Please don’t say “don’t do that”

By Greg Turnquist

Greg L. Turnquist worked on the Spring team for over thirteen years and is a senior staff technical content engineer at Cockroach Labs. He was the lead for Spring Data JPA and Spring Web Services. He wrote Packt's best-selling title, Learning Spring Boot 2.0 2nd Edition, and its 3rd Edition follow-up along many others.

August 24, 2011

I have been digging for a couple of days on how to build a Scala List inside Java. The blog entries are hard to find. Most talk about converting a java.util.List into a Scala List from inside Scala. That is not what I’m looking for, but what really infuriated me was reading a blog entry that told me to just not do it.

I’ll show you how to do what you want in a second, but first, and importantly, I need to explain that what you actually want to do is NOT convert a Java List to a Scala List. Why? It’s because, despite the name similarity, they’re actually very different things…

That is really annoying. Please don’t tell me what to do and not do, okay?

  • I know that there are gaping differences between java.util.List’s interface scala.collections.immutable.List’s concrete implementation.
  • I know that they are backed by different structures. 

That doesn’t change the fact that to embed Scala’s compiler into my Java project, I need to access which requires that I enter certain parameters as a scala.collections.immutable.List.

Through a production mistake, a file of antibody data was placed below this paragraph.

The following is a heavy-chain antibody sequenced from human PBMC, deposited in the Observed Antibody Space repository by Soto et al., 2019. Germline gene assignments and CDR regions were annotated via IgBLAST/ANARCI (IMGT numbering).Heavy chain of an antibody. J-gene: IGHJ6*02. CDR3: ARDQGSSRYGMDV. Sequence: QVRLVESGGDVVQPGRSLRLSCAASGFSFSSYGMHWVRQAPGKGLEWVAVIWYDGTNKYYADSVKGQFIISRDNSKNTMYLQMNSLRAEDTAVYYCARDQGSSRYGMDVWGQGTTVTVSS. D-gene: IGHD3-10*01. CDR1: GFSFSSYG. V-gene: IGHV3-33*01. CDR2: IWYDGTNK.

This was really annoying, and sounded very similar to the answer I often see when people are seeking help on writing multi-threaded coding in Python. “Don’t write multi-threaded. You are probably doing it wrong.” Sorry, but eventually, most people have to write some multi-threaded code. That answer in the sounds a lot like saying “you will hit the GIL and have all kinds of problems, because Python wasn’t built for multi-threading. And we aren’t removing the GIL.” I find that approach equally annoying. It’s one reason I watch the blogs from PyPy, since it seems the only viable way to remove the GIL from Python.

To cut to the chase, it’s not that hard to build an immutable list in Java. Look below.

The key part is Nil.$colon$colon(“dce”). That is the same as saying “dce” :: Nil in pure Scala. The whole block is showing how to embed the Scala compiler (2.9.1) inside Java, configured with –usejavacp -Ystop-after:dce -debug, and then compiling a string of code (not a file).

All you need to remember is that 1 :: 2 :: 3 :: Nil translates to Nil.::(3.::(2.::(1))). Given that, you can probably figure out many Scala interop issues.


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